Two Iranian women accused of corruption were stoned to death in December, the size of the stones prescribed by law ``to ensure that death comes only after much suffering,″ according to the human rights group Women Living Under Muslim Laws, based in France.

In Bangladesh, Farida Begum, 24, was convicted of adultery under Sharia, or Islamic law, and flogged 21 times after she became pregnant and her boyfriend refused to marry her. She fled to Dhaka, the capital, on July 23 and asked for help from volunteer groups.

The Islamic clerics who convicted her have no legal standing. Her ex-boyfriend, Rafique Miah, was acquitted.

At least 50 women have died in Bangladesh in recent years after being accused of violating Sharia law, according to human rights groups. Most committed suicide because they were unable to bear the humiliation of public flogging.

Fundamentalist groups also have targeted agencies that help women.

Bangladesh’s Grameen Bank was so successful pioneering small loans to help women escape poverty that more than 40 countries have copied the idea.

More than 2 million women in Bangladesh have received loans since 1976 to start businesses, but some Muslim clerics have forced husbands to divorce wives who borrowed from the bank.

This month, Prime Minister Benazir Bhutto of Pakistan, the first woman to lead a Muslim state, organized a meeting of women lawmakers from 35 Muslim countries to try to combat the growing repression of Muslim women.

``How do we face prejudice and social taboos?″ she asked.

Islam preaches equality of the sexes, Bhutto said, blaming repression on archaic traditions and ultra-orthodox groups using ignorance to rule.

Equality of the sexes which existed under communism has also disappeared.

In the former Soviet bloc, women have been the big losers in the new capitalist job market. Under communism, women had equal legal status, but in the new Russia, they make up 70 percent of the registered unemployed.

Feminists say many Eastern European men, resentful of women’s former status, are taking advantage of new social conditions to reassert their dominance.

``Even on paper, women’s rights are worse,″ said Yugoslav feminist Nadezda Cetkovic, who heads the SOS Hotline in Belgrade for women victims of male violence.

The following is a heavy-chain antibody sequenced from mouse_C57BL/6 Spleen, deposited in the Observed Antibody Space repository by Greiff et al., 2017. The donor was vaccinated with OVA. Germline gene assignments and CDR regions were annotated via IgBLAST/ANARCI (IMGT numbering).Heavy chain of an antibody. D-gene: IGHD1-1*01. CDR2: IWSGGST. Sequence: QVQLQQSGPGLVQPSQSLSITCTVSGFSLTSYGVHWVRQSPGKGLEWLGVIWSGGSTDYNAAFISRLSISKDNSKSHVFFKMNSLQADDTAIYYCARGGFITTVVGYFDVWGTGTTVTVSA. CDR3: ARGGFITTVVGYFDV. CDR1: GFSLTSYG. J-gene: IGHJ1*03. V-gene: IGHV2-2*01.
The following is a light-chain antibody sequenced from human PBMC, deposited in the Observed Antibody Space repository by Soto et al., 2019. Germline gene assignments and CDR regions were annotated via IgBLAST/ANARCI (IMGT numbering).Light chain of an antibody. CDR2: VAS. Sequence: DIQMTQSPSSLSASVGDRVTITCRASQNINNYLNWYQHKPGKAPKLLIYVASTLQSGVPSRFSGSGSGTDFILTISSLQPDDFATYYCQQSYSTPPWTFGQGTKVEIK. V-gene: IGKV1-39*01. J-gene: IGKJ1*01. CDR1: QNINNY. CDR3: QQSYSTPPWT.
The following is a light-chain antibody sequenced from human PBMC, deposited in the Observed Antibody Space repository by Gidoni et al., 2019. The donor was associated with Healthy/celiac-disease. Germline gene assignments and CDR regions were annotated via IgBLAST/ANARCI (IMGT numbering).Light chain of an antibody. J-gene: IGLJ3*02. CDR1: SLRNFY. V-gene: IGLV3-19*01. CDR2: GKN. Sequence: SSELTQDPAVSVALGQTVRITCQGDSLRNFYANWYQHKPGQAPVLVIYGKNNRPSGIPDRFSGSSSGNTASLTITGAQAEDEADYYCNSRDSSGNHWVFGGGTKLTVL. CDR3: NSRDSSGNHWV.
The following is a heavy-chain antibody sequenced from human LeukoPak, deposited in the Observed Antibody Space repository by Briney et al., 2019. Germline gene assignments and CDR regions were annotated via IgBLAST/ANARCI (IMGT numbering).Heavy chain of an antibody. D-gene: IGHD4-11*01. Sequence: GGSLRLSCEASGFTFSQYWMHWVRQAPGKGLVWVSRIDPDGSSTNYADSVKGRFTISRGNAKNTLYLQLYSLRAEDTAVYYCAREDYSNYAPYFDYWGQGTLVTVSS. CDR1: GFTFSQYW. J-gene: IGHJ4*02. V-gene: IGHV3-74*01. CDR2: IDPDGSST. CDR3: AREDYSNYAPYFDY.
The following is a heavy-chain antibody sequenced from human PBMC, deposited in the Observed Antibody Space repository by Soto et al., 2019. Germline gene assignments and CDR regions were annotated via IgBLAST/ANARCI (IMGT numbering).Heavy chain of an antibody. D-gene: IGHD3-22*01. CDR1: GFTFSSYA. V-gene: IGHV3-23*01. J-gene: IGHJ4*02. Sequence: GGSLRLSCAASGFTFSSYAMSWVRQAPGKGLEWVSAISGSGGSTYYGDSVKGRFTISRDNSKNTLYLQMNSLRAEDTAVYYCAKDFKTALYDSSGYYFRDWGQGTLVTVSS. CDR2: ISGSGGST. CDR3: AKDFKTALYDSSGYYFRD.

Martina Belic of the Center for Women War Victims in Zagreb said women are now the first to feel poverty.

``We are the first to lose jobs,″ she said. ``A lot of people see women only as mothers again. A lot of right-wingers ... are debating over abortion. The status of women is deteriorating. We are screaming and signing abortion petitions.″

In Croatia, a panel set up to recommend a ``population policy″ to parliament is considering banning the hiring of women with children under age 3. That would make companies unlikely to hire women of childbearing age at all, for fear they would be forced to quit if they got pregnant.

Feminists say Croatia’s government, which puts a priest or politician on TV every day to exhort women to have more babies, is trying to turn mothers into just another weapon in its ethnic struggle.

In the United States, conservatives are campaigning against abortion and affirmative action.

The Republican-controlled Congress is trying to crack down on welfare payments to teen-age girls who become pregnant. But women’s rights group say it isn’t looking at the issues of violence and coercion that caused many of the pregnancies.

Right-wing groups also don’t want women to have more control over their bodies or over marriage and divorce, said Charlotte Bunch, director of the Center for Women’s Global Leadership at Rutgers University in New Jersey.

The National Organization for Women and other women’s rights groups see all of their gains in jeopardy _ and are vowing to fight the conservative backlash.

``We didn’t come this far, we didn’t work this hard, to see it all taken away so easily,″ said NOW President Patricia Ireland.